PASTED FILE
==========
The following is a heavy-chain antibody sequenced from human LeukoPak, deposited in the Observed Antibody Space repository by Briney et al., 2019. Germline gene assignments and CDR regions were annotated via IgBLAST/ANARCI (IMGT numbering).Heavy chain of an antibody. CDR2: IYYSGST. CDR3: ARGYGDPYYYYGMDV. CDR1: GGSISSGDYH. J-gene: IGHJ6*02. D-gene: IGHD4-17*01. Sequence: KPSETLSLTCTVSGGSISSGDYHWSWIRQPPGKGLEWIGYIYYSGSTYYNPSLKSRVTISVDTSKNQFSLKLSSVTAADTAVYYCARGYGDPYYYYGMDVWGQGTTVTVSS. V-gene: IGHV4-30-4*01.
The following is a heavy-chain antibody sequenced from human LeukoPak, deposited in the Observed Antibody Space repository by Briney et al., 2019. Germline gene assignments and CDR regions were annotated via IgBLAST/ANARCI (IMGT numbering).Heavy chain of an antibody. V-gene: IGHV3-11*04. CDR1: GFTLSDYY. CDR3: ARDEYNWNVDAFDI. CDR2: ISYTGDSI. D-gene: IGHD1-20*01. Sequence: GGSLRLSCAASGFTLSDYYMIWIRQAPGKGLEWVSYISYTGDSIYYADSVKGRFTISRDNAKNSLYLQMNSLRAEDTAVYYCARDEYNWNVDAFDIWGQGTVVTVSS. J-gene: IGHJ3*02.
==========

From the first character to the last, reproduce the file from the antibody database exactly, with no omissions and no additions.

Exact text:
The following is a heavy-chain antibody sequenced from human LeukoPak, deposited in the Observed Antibody Space repository by Briney et al., 2019. Germline gene assignments and CDR regions were annotated via IgBLAST/ANARCI (IMGT numbering).Heavy chain of an antibody. CDR2: IYYSGST. CDR3: ARGYGDPYYYYGMDV. CDR1: GGSISSGDYH. J-gene: IGHJ6*02. D-gene: IGHD4-17*01. Sequence: KPSETLSLTCTVSGGSISSGDYHWSWIRQPPGKGLEWIGYIYYSGSTYYNPSLKSRVTISVDTSKNQFSLKLSSVTAADTAVYYCARGYGDPYYYYGMDVWGQGTTVTVSS. V-gene: IGHV4-30-4*01.
The following is a heavy-chain antibody sequenced from human LeukoPak, deposited in the Observed Antibody Space repository by Briney et al., 2019. Germline gene assignments and CDR regions were annotated via IgBLAST/ANARCI (IMGT numbering).Heavy chain of an antibody. V-gene: IGHV3-11*04. CDR1: GFTLSDYY. CDR3: ARDEYNWNVDAFDI. CDR2: ISYTGDSI. D-gene: IGHD1-20*01. Sequence: GGSLRLSCAASGFTLSDYYMIWIRQAPGKGLEWVSYISYTGDSIYYADSVKGRFTISRDNAKNSLYLQMNSLRAEDTAVYYCARDEYNWNVDAFDIWGQGTVVTVSS. J-gene: IGHJ3*02.